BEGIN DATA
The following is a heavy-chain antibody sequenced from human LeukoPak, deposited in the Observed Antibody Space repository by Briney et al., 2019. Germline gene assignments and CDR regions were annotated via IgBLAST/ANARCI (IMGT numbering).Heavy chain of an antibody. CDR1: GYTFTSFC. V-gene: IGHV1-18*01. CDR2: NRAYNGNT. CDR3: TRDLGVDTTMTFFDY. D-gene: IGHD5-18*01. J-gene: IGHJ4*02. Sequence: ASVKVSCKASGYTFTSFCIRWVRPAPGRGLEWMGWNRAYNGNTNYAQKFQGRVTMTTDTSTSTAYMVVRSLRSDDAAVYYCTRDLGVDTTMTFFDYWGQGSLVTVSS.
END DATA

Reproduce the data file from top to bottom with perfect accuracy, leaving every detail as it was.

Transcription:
The following is a heavy-chain antibody sequenced from human LeukoPak, deposited in the Observed Antibody Space repository by Briney et al., 2019. Germline gene assignments and CDR regions were annotated via IgBLAST/ANARCI (IMGT numbering).Heavy chain of an antibody. CDR1: GYTFTSFC. V-gene: IGHV1-18*01. CDR2: NRAYNGNT. CDR3: TRDLGVDTTMTFFDY. D-gene: IGHD5-18*01. J-gene: IGHJ4*02. Sequence: ASVKVSCKASGYTFTSFCIRWVRPAPGRGLEWMGWNRAYNGNTNYAQKFQGRVTMTTDTSTSTAYMVVRSLRSDDAAVYYCTRDLGVDTTMTFFDYWGQGSLVTVSS.